My mother adored cats, and I was brought up with felines of all fur colors, temperaments ranging from cuddly to haughty, taking control as they do all over the house. But my wife hates cats, so it’s been dogs during my married life.
I’ve gotten to really like dogs, and I’m in good company. For example, British prime minister Winston Churchill in the movie The Gathering Storm is pictured one day sitting in the farm section of his country property pondering the animals around him. He comments to an approaching visitor:
“You know, a cat looks down upon a man, and a dog looks up to a man, but a pig will look a man in the eye and see his equal.”
I don’t know about pigs, the closest I’ve ever been to one is while eating ham or bacon. Can’t say that I’ve eaten cat or dog (knowingly at least, but then again I have been to parts of Asia).
The dogs that we’ve had have always been cute and devoted. What is it about dogs that makes them into “man’s best friend” as is generally accepted?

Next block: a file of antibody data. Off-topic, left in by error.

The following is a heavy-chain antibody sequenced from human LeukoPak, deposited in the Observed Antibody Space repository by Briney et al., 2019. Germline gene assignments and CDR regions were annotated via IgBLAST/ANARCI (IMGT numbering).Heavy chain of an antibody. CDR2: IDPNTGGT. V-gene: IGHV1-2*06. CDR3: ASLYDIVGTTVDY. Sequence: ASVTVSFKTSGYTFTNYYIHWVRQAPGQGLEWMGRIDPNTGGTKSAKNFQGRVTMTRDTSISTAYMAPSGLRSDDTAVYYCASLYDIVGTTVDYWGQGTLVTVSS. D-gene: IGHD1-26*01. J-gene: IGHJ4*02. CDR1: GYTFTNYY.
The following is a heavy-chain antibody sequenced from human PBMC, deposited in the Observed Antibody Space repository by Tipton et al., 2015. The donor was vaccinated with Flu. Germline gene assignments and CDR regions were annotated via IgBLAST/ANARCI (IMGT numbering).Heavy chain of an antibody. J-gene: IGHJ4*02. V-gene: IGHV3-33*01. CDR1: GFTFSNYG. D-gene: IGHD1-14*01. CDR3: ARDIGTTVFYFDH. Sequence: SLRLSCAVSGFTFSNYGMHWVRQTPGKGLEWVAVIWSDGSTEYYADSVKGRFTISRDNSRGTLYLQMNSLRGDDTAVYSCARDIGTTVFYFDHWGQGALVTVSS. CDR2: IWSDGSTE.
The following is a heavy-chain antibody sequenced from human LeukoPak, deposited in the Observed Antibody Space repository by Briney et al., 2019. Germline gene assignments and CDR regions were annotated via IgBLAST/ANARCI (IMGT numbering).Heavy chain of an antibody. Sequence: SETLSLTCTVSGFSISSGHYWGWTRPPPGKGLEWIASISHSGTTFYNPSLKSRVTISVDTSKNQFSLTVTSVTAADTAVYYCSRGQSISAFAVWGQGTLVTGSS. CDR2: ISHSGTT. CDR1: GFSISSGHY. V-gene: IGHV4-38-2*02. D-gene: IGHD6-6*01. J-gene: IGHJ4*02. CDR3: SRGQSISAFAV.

Of course, there’s the services they faithfully carry out for us: watchdogs, seeing-eye dogs, wartime duty, lifesaving, farm dogs effortlessly shepherding sheep, and much. much more.
But it was an episode of the outstanding Catalyst science program Australian Broadcasting Corporation (ABC) that put forward another fascinating insight. Catalyst features stories about dogs every now and again.
For example, there’s this story about dogs’ eyes:
It was thought, that like humans, all dogs have the same eye structure and see the world the same way. But Australian researchers have discovered that dogs had a completely different retina. Amazingly, it means different dogs see the world completely differently.
It seems that there could be a good scientific reason for this. There’s now a plausible theory that it all has to do with dogs’ eyebrows.
Watch the video, and read the transcript.
Are you convinced?